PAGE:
The beautiful W class trams! These old rattlers are such a symbol of Melbourne. The W class trams were released between 1923 and 1955 before they started withdrawing them from service in 1992. By mid 2000 most of them were gone. These days most of them are mouldering away in a tram yard. We even started giving them away - though they've now put a stop to that. Apparently we gave a refurbished tram to Princess Mary as a wedding present though I'm betting it wasn't on the gift registry.
I have no idea what sort of tram this is but isn't it grand? Is this a cable tram? This is at the top of Bourke Street.
The Liberals reckon they're going to bring them back, Labor says they're no good for prams, disabled and the elderly (true) and the Greens are saying they're going to bring back conductors. All of which are pretty flimsy election platforms if you ask me but I do love these trams and hope they can be saved.
VE Day in Melbourne
I'm trying to think what I know about trams in the war and I know I've read a bit but it's not exactly stuff that springs to mind is it? Cable trams (possibly pictured above) had been replaced by the electric trams we're familiar with in 1941. Windows were papered over for the brownout, including the window between the driver and the travelers. There was huge strain on the public on public transport during the war - largely due to war work. Yes there was petrol rationing but only 8% of folks owned a car in 1939 so this didn't have a huge impact. Tram stops were reduced to limit wear on vehicles and new routes opened up, particularly through Footscray for workers at the munitions factories.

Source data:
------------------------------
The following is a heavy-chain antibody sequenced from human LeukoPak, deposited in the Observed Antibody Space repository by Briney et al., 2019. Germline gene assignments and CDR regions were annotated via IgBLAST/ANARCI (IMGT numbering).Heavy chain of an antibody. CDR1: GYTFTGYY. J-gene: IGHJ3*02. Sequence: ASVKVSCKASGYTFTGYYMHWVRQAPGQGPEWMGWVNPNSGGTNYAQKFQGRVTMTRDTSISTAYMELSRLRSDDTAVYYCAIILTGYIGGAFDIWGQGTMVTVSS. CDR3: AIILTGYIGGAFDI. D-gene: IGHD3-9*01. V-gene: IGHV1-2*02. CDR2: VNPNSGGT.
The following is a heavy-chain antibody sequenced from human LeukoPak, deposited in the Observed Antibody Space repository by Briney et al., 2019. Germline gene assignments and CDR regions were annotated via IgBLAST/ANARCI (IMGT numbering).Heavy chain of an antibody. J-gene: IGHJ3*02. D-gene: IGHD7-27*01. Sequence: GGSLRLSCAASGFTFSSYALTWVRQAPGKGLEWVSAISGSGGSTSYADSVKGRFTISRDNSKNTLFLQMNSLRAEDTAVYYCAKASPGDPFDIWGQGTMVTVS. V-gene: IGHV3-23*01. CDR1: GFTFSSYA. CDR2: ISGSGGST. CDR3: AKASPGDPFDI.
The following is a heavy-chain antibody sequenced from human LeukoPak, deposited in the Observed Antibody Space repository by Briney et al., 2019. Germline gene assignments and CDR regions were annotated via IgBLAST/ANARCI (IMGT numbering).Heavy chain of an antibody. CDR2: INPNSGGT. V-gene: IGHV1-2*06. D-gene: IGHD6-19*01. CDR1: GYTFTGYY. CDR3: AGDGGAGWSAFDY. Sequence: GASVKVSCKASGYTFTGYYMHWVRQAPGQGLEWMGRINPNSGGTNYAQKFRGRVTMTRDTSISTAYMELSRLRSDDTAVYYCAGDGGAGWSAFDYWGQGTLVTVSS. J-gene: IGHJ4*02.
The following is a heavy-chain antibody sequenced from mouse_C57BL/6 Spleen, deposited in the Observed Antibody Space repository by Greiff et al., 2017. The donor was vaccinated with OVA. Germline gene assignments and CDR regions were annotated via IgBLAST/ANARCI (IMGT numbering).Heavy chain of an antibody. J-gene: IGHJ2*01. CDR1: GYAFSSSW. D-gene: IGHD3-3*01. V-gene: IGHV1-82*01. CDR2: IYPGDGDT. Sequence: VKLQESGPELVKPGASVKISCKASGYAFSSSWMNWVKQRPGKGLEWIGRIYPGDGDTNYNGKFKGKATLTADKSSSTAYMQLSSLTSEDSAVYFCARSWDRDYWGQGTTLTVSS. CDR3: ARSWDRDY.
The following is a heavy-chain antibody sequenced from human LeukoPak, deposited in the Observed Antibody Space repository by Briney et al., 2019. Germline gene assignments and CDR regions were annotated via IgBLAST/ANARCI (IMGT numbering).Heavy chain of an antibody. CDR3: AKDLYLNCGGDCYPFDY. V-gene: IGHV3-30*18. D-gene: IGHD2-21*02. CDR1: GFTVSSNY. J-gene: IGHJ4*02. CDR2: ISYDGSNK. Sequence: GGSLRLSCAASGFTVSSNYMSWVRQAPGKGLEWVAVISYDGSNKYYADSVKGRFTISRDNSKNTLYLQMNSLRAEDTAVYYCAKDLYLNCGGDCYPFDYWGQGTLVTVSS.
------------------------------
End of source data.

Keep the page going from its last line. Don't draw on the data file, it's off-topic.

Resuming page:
Women became much more visible on trams, particularly in the smoking section, typically a male domain. And of course it was khaki wool and knitting needles the whole way. You also find more women out at night as special trams were put on for night shift workers. Women were also taking over transport jobs. Female ticket inspectors came in for a lot of abuse from male passengers and probably worked for a lower wage than the men they replaced. Thirteen day fortnights were introduced, days off were cancelled and the working day extended, and staff numbers cut. Huge battles between the Tramways Association and Manpower ensued!
Female shoppers and theatre goers came in for criticism for making unnecessary journeys. Kate Darian-Smith, in her book on Melbourne during the war years, describes a tram poster depicting a large woman burdened with shopping parcels hogging a seat while tired shift workers hang from straps:
Here's another Selfish Sue, who dawdles all the morning through, then late she rushes for a tram, and some poor worker has to stand.
My nanna and her sister were conductors on the buses in WA during the war and they had a whale of a time. The uniform was very feminine and I thought it was pretty fancy when I first saw the photos. She loved these years working with the girls on the buses. I don't even think she ever had another job.
Florence and Edie McGee at the Metro Bus Company
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